BOGOTA, COLOMBIA — The Colombian peso is on a hot streak, and that's good for national pride, consumers of luxury imports and tourists heading to Disney World. But it's a bouquet of trouble for Bogota flower grower Carlos Borrero and the rest of this nation's export-centered rose industry.
Like most growers who sell abroad, Borrero is paid in dollars but absorbs his costs in pesos. That means the revenue he's taking in buys about 40% less locally than four years ago. Meanwhile, the cost of his labor and materials have risen 40% in the same period.
"It's like I lost a full year of income because of the exchange fluctuation since 2004. How the hell can a small business survive that?" asked Borrero, who has an engineering doctorate from Michigan State and whose 75-acre farm in the Bogota suburb of La Punta ships $2 million worth of roses and carnations to the United States a year.
Nearly all world currencies have gained against the dollar in recent years; the dollar has slid 30% in value since 2002 against an index of world currencies, according to the International Monetary Fund. But the greenback's decline has been steeper against the currencies of Third World countries whose economies have been lifted by booming demand for commodities such as copper, sugar and soybeans, and the incoming floods of dollars chasing them.
The dollar buys 20% fewer Colombian pesos than it did a year ago and 30% fewer than it did four years ago.
But there is more to the peso's appreciation than demand for Colombia's oil, coal, bananas, coffee and other commodities. As never before, foreign investors are here buying up banks, factories and real estate.
Total annual investment now equates to 27% of the nation's annual economic output, reflecting growing confidence in Colombia and the policies of President Alvaro Uribe, said Standard & Poor's analyst Richard Francis in New York.
The rise in the peso's value is visible even on the streets: Sales of new cars, most of them imported, are up 50% in the first four months of this year, said economist Mauricio Cardenas of the Fedesarrollo think tank in Bogota. The peso's increased purchasing power means more imports, which are growing at a 23% annual rate, he added.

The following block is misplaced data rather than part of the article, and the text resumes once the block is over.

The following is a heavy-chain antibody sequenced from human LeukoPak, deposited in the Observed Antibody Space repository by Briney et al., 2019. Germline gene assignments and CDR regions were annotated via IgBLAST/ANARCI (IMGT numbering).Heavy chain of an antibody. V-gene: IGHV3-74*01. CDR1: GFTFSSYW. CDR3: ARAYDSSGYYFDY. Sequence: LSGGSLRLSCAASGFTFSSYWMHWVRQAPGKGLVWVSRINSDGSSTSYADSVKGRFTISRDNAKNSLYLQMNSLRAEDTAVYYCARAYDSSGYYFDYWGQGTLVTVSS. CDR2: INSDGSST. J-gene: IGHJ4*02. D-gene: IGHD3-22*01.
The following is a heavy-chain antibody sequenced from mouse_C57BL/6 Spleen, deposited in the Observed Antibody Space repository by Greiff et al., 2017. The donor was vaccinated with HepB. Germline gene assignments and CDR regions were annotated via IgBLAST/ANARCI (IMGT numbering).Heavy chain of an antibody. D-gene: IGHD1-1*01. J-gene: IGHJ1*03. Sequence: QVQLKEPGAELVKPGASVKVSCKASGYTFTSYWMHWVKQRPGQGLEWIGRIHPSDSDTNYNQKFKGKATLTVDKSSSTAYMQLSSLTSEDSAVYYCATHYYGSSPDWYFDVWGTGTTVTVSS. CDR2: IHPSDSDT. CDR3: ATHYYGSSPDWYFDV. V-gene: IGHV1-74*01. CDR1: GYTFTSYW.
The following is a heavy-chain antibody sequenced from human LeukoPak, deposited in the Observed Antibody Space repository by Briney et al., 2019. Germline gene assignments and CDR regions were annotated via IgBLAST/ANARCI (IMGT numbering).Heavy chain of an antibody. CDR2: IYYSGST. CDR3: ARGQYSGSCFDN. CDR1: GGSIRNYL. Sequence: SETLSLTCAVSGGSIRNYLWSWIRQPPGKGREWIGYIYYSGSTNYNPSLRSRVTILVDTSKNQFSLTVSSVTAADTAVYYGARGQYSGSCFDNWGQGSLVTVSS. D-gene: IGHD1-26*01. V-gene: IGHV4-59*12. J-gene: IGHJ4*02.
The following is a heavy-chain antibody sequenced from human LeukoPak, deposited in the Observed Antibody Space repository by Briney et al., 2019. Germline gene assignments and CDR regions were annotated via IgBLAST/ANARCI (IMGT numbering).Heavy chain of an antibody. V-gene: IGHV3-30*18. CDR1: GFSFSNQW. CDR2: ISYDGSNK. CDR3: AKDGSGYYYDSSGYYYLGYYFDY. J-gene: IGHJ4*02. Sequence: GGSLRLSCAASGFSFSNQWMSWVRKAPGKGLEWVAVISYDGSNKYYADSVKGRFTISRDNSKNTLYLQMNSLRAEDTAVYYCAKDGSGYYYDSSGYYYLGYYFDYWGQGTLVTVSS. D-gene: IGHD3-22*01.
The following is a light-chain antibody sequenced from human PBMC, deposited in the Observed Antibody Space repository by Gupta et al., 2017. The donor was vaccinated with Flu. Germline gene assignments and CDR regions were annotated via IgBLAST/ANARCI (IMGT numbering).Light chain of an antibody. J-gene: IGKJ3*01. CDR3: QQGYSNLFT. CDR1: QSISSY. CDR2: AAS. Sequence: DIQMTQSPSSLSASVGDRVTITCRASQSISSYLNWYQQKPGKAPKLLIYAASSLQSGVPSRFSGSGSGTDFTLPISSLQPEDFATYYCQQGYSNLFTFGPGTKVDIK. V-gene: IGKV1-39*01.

The number of construction permits grew 26.5% over the 12 months ended in March, a reflection of a real estate market frenzy. The boom has sparked concerns about inflation at Colombia's central bank, which raised the benchmark loan rate by a quarter percentage point to 8.75% on Friday.
Many Colombian exports haven't suffered even though a strong peso makes them more expensive. But that's not the case with flowers.
After years of strong business fueled by Americans' appreciation of big-budded Colombian roses, the industry is fighting for survival amid stiff competition from Ecuador, China, Kenya and Mexico -- relative newcomers to rose exporting.
Although Colombia shipped almost $800 million in flowers to the United States last year, the industry has cut margins to the bone to maintain its market share. Investment in new varieties and technology has shrunk, according to the grower industry association, Asocolflores.
Borrero, whose family has been in the flower business since 1969, said his company, Rosas Sabanillas, will chalk up its first annual loss ever this year, after barely breaking even last year. He worries about having to let some of his 230 employees go, many of whom are single mothers who took out mortgages to buy houses.
Other companies are faring far worse. Five major flower growers have either scaled back operations or gone bankrupt over the last year. Total jobs in the cut-flower industry have fallen by 12,000 since 2005, a 10% loss.
The industry is screaming for relief, going so far as to propose that Uribe stop letting the peso float freely and instead establish a fixed "exchange rate platform" of 2,500 pesos to the dollar. That would immediately strengthen the dollar by 20% over its current value of about 1,987 pesos and make flower exports more competitive.
"We are saying for the first time that we are in serious difficulties and at risk of extinction," Borrero said.
Fedesarrollo's Cardenas said the peso's high relative value was cyclical, and it would eventually devalue back to an "equilibrium" of 2,500 pesos to the dollar.
For Borrero, it can't come too soon.
"The revaluation of the peso is definitely cyclical," he said. "What we don't know is: Will we, the flower growers, still be around for the turnaround?"